Less than a year after it was on the verge of laying off about 70% of employees to fill a funding gap, the U.S. agency that grants citizenship, green cards and temporary visas wants to improve service without a detailed plan for it. pay, including the granting of exemptions. for those who cannot afford the fees, according to a proposal obtained by The Associated Press.
The Department of Homeland Security sent its 14-page plan to improve procedures to become a naturalized citizen to the White House for approval on April 21, and it involves the United States Citizenship and Immigration Services, which is part of Homeland Security and operates entirely on expense, without funding from Congress.
The plan outlines short- and long-term changes that reflect “a realistic assessment of our aspirations and limitations,” including more videos instead of in-person interviews with candidates, allowing employees to take an oath of office. citizenship instead of having to rely on federal judges and the promotion of online filing to reduce processing times.
Homeland Security says anything can be done without the approval of Congress, where the immigration consensus has been elusive for years.
Taken together, the changes mark a complete break with the Trump administration, when the agency focused on tackling fraud and adjusting to reducing immigration benefits, such as the end of the program. deferred action for arrivals of children to protect young people from deportation.
The plan is also intended to give potential American citizens the benefit of the doubt. For example, he specifies that an immigrant who registers by mistake to vote in the American elections before becoming a citizen will not be punished. Doing so now can result in deportation or criminal charges, possibly ending a person’s chance to obtain citizenship.
The issue has been in the spotlight amid a recent wave of automatic voter registration and repeated unsubstantiated claims by former President Donald Trump that millions of people voted illegally in 2016. Last year, Illinois’ automatic voter registration program mistakenly registered hundreds of people who declared they were not U.S. citizens. At least one has voted.
The document which aims to improve the citizenship process is designed to “encourage full participation in our civic and democratic life” and to provide services effectively and efficiently.
It does not provide any cost estimates for any of the proposed changes, although some measures appear to be designed to save money and achieve efficiency gains. He also recognizes that success depends on long-term financial stability, which involves asking Congress for money.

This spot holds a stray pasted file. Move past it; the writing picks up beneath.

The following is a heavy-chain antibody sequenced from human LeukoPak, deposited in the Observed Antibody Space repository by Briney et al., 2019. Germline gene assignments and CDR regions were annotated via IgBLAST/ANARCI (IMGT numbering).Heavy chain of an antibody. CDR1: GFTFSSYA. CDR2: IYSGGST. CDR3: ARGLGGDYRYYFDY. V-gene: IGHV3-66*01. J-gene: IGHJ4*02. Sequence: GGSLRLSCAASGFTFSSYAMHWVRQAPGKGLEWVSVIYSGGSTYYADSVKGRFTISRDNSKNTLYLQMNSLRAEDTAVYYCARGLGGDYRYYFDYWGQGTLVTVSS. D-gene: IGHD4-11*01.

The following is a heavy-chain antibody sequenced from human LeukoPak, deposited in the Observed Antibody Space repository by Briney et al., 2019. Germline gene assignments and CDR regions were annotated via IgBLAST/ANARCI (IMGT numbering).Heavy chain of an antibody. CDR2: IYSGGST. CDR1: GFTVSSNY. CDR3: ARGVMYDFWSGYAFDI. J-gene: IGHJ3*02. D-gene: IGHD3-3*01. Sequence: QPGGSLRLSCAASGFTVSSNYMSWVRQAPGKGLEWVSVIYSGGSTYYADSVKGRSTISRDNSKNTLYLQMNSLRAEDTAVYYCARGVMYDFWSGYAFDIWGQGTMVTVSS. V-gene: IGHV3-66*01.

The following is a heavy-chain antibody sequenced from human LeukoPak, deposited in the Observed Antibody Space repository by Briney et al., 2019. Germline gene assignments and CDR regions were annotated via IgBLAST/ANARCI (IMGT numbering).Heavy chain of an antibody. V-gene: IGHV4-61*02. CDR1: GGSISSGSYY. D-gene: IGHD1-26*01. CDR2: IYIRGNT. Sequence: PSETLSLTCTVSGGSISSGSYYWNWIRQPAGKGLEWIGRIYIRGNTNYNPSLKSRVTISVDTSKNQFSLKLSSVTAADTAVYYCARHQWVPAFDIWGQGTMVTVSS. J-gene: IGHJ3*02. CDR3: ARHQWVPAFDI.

As part of the plan, the agency would continue to subsidize citizenship fees to ensure the process is accessible to as many people as possible. Guidelines on fee waivers would be consistent and transparent, he said.
The administration “recognizes that the cost of fees may be a barrier for some people applying for naturalization and is committed to providing affordable naturalizations,” the document said. “This will mean that other paying applicants and petitioners will continue to fund this policy. Decision to ensure full cost recovery.”
The White House and Homeland Security Department did not immediately respond to requests for comment.
Budget challenges came to a head last summer when the agency threatened more than 13,000 vacation days to deal with a $ 1.26 billion shortfall. But a few months later, he said he didn’t need the money after all and would end the year with a surplus. The agency’s acting director, Joseph Edlow, said filing fees rebounded more than expected as offices reopened following coronavirus closings and contracts were reviewed for cost savings.
The expected shortfall first emerged in November 2019, when the agency major fee increases proposed – long before COVID-19 threatened finances.
The fiscal boost has raised doubts about how the agency’s finances deteriorated so quickly and then suddenly recovered. Ur Jaddou, who was appointed by President Joe Biden in April to head the agency, was among those with questions.
Jaddou, who was the agency’s senior lawyer under President Barack Obama, said in October that the agency needed a financial audit. She questioned some changes under the Trump administration, including the rationale for a major expansion of an anti-fraud unit and the obligation, since abandoned by Biden, to reject applications leaving blank spaces.
“It really is a bunch of bureaucratic hassle,” she said, discussing the agency’s financial problems.
Fees were expected to increase by an average of 20% last October, but a federal judge blocked a few days before their entry into force. The fees to become a naturalized citizen were to drop from $ 640 to $ 1,170. Fee waivers were to be largely eliminated for those who could not afford to apply.
Other Trump-era fee changes that were stopped included an initial refugee claim charge of $ 50. Asylum seekers are also expected to pay $ 550 if they apply for a work permit and $ 30 for biometric data collection.
the wait to process an application for citizenship rose to more than a year at the end of Trump’s presidency, down from less than eight months four years earlier.
Elliot Spagat and Sophia Tareen, The Associated Press